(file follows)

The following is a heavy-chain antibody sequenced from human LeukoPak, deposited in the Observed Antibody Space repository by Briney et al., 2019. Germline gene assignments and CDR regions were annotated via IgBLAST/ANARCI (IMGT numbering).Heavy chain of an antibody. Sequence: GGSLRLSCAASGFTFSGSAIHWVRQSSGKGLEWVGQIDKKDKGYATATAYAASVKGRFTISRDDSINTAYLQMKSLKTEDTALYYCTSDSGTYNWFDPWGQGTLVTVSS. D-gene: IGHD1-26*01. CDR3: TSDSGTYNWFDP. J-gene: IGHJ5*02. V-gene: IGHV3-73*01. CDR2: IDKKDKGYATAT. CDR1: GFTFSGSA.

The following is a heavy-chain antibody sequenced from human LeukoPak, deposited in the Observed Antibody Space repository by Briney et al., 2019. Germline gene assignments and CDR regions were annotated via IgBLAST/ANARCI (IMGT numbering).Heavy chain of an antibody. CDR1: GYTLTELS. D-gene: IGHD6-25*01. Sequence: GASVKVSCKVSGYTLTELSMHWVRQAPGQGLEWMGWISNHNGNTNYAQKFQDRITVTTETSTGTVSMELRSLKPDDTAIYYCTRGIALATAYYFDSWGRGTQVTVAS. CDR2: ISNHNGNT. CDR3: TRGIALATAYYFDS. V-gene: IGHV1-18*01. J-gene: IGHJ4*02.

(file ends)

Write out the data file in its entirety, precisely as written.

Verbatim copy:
The following is a heavy-chain antibody sequenced from human LeukoPak, deposited in the Observed Antibody Space repository by Briney et al., 2019. Germline gene assignments and CDR regions were annotated via IgBLAST/ANARCI (IMGT numbering).Heavy chain of an antibody. Sequence: GGSLRLSCAASGFTFSGSAIHWVRQSSGKGLEWVGQIDKKDKGYATATAYAASVKGRFTISRDDSINTAYLQMKSLKTEDTALYYCTSDSGTYNWFDPWGQGTLVTVSS. D-gene: IGHD1-26*01. CDR3: TSDSGTYNWFDP. J-gene: IGHJ5*02. V-gene: IGHV3-73*01. CDR2: IDKKDKGYATAT. CDR1: GFTFSGSA.

The following is a heavy-chain antibody sequenced from human LeukoPak, deposited in the Observed Antibody Space repository by Briney et al., 2019. Germline gene assignments and CDR regions were annotated via IgBLAST/ANARCI (IMGT numbering).Heavy chain of an antibody. CDR1: GYTLTELS. D-gene: IGHD6-25*01. Sequence: GASVKVSCKVSGYTLTELSMHWVRQAPGQGLEWMGWISNHNGNTNYAQKFQDRITVTTETSTGTVSMELRSLKPDDTAIYYCTRGIALATAYYFDSWGRGTQVTVAS. CDR2: ISNHNGNT. CDR3: TRGIALATAYYFDS. V-gene: IGHV1-18*01. J-gene: IGHJ4*02.